1980s | Re-Animator (1985)

Film 6 of 8, representing the 1980s, Zombies, and Body Horror

Re-Animator (1985)


Expectations: Quite simply gross out body horror. The 80s kicked on from the films that the likes of Carpenter, Hooper, and Romero had established before, and ramped everything up: Sex, nudity, body horror, gore, and violence. The 80s was a real decade of self indulgence for horror, with huge quantities of theatrical output. So essentially that’s what I’m on the look out for here, horror excess and loads of it.

Reflection: Re-Animator certainly doesn’t disappoint in the body horror stakes (nor the humour stakes, let’s not forget this is a very black comedy). This is certainly indicative of the gloves coming off; this is horror cinema running rampant in a time where technological advances in makeup and prosthetics, combined with (perhaps younger) the audience’s hunger for body horror, meant that anything and everything was possible. John Carpenter’s The Thing (1982) is probably horror’s high point of animatronic body horror, and films like Re-Animator aren’t far behind. Decapitated heads, spilled open bowels, and eyeballs popping.., it was all possible and done in the most visceral way possible. The 80s certainly is the era of ‘see-all’ horror, the more gory detail, the better. It’s likely that this was all too much of a good thing for audiences, there was only so far filmmakers could go and they reached that point in the 80s. There is only so many ways a body can be puled part, explode, deteriorate, melt etc. In  many ways post 80s horror actually toned down the body horror, or at least presented it in a less flamboyant nature. The 80s took everything that horror had achieved up to that point and accelerated it to a level where, ever since, the genre has struggled to find an identity for itself. Leaving the 80s as an immensely interesting period in horror history where anything and everything goes.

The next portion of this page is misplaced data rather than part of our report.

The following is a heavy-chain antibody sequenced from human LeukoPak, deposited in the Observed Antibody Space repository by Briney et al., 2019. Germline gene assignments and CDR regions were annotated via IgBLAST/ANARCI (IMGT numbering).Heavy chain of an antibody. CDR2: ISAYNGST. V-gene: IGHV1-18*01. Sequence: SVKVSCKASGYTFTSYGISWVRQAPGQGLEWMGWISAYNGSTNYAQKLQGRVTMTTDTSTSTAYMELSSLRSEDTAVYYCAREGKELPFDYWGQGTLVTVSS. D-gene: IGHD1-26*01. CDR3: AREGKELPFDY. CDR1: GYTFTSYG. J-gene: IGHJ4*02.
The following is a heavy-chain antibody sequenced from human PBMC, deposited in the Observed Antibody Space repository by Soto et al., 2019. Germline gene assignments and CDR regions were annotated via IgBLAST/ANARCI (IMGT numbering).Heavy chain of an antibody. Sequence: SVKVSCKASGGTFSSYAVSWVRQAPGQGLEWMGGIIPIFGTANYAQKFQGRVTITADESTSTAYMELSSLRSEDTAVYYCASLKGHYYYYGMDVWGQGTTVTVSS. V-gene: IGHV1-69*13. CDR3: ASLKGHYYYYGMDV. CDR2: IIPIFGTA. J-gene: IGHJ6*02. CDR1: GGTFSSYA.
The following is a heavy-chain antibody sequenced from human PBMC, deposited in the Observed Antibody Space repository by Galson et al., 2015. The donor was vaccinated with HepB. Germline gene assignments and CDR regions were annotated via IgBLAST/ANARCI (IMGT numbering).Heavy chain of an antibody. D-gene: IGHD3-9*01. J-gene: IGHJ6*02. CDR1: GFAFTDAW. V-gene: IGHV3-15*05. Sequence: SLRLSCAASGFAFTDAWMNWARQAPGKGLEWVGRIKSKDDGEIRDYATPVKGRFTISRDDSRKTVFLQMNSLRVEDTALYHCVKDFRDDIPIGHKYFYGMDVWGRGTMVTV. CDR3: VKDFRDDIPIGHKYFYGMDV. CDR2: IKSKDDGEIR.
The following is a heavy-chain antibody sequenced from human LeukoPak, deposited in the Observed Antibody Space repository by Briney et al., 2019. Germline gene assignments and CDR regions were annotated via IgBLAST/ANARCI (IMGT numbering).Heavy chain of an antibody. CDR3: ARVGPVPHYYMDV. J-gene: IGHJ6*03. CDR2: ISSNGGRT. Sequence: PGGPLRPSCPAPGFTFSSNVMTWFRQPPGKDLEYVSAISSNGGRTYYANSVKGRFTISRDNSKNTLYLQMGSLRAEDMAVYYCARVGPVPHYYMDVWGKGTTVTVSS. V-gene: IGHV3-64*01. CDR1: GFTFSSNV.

1. Deggsy says:

    You are so right. This was the last era before real CGI would take over from stretchy latex and goo, when Cronenberg and Craven still made people cringe, and when there was no such thing as “too much”. It was also the last real gasp of independent horror film releases in the theatres. Once we hit the 90s, and the studios and taken over the business, things would get lean indeed… still, we have gems like Reanimator 🙂

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